Strictly on the basis of demographics, the revival of Wendy Wasserstein’s The Heidi Chronicles that opened on Broadway last month should have been an excellent investment. More than two-thirds of Broadway ticket-buyers are women; nearly 80 percent have graduated from college (and nearly 40 percent have earned graduate degrees). They come from households with an average income of more than $200,000; their average age is 44. In short, the Broadway audience looks a lot like Heidi. Plus Elizabeth Moss (Mad Men’s Peggy Olson) brings a sweet sort of bewildered charm to the title role.
And yet, those affluent, well-educated, mid-40s women have not been flocking to the show. The production, directed by Pam Mackinnon, has filled no more than 75 per cent of the seats at the Music Box in any given week. Last week, that number sank to 50 percent and producers announced that the show would close on May 3 after 80 performances. The New York Times quickly concluded that the play just doesn’t speak to contemporary feminism any more. Never mind the unexamined Times-y assumption that Broadway ticket sales are the best measure of a show’s popularity or a playwright’s relevance. (In fact, Wasserstein’s plays enjoy frequent productions in professional, community, and academic theaters all over the country. The Dramatists Play Service, which publishes and licenses her plays, lists more than a dozen currently on stage or in the works around the country.) And never mind the absurd notion that cutting-edge feminism draws anyone to Broadway. Still, as an audience for this particular production, Heidi’s sisters have left her stranded. Could it be that Heidi speaks too well to the feminism of the Heidi demographic—and that she doesn’t measure up?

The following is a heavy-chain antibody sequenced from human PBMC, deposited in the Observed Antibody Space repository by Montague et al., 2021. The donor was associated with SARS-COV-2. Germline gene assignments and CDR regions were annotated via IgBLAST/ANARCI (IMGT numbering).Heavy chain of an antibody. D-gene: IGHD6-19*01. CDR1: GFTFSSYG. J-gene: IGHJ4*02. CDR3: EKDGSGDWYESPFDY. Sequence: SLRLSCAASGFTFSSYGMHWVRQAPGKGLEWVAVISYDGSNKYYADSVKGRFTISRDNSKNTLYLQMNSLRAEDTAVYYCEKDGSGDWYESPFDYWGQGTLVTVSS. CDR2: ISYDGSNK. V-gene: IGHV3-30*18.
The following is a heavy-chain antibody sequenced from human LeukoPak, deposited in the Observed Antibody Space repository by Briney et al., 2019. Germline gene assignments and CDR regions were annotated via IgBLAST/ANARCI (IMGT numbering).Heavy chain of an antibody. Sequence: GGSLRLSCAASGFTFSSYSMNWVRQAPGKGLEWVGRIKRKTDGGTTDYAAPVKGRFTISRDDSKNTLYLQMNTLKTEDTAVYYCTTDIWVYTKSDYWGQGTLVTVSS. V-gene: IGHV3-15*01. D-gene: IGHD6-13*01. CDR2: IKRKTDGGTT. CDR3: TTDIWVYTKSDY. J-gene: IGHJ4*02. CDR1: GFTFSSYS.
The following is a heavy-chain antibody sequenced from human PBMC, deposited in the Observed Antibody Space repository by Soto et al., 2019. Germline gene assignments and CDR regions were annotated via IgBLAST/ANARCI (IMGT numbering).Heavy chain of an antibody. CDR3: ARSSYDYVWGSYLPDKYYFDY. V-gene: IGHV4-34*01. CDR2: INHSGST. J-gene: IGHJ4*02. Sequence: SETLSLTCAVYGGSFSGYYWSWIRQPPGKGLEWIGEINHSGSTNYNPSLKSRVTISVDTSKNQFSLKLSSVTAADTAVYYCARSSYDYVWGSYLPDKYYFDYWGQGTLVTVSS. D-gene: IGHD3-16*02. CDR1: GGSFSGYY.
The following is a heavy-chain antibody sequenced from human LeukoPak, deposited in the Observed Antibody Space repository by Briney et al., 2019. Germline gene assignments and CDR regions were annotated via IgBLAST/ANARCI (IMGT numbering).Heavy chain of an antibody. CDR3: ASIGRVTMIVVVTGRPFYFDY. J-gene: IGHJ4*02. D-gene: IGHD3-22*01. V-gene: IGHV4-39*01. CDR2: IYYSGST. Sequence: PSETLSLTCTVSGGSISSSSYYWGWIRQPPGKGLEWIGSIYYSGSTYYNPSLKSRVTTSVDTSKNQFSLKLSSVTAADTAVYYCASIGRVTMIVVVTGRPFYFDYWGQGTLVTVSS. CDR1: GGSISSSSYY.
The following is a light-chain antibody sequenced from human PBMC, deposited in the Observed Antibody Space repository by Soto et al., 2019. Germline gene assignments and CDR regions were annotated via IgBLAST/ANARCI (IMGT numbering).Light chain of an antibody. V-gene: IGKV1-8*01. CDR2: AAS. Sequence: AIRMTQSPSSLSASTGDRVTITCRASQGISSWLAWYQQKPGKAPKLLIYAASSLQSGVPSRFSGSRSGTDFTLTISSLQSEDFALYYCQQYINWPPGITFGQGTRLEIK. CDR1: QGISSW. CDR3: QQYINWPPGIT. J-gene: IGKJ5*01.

White, well-to-do professionals like Heidi (she is a tenured professor at Columbia University), still seem preoccupied with the question—as Anne-Marie Slaughter put it in a much-discussed Atlantic article a couple of years ago—“Why Women Still Can’t Have it All.” That was never really Heidi’s problem, though it’s typically how the protagonist’s dilemma has been described. Heidi’s predicament, rather, is that for most of the play she doesn’t take charge of her life. “LEAN IN!” one wants to shout at her—not as a strategy to advance at work, but as basic dramaturgy. Heidi is a passive protagonist. What 40-something overworked second-shifting Broadway ticket-buyer has patience for that?
The play begins nearly at the story’s temporal endpoint, in 1989, when Heidi is an accomplished art history professor lecturing about unjustly ignored female painters of earlier centuries. It then flashes back to the Mad Men era—Heidi as a brainy teenager bored at a school dance in 1965—and hops up through the years, tracing Heidi and her friends in a dozen scenes to return us to the late ’80s. While Heidi holds fast to—well, to what is never exactly clear—everyone else seems to change as smoothly and instantly as the newsy background slides that designer Peter Nigrini projects onto the set’s shiny white walls to provide instant context: jowly Nixon, campaigning Mondale and Ferraro, headlines about the defeat of the ERA. Pop songs—specified in Wasserstein’s script—do the same: Betty Everett, Janis Joplin, Fleetwood Mac.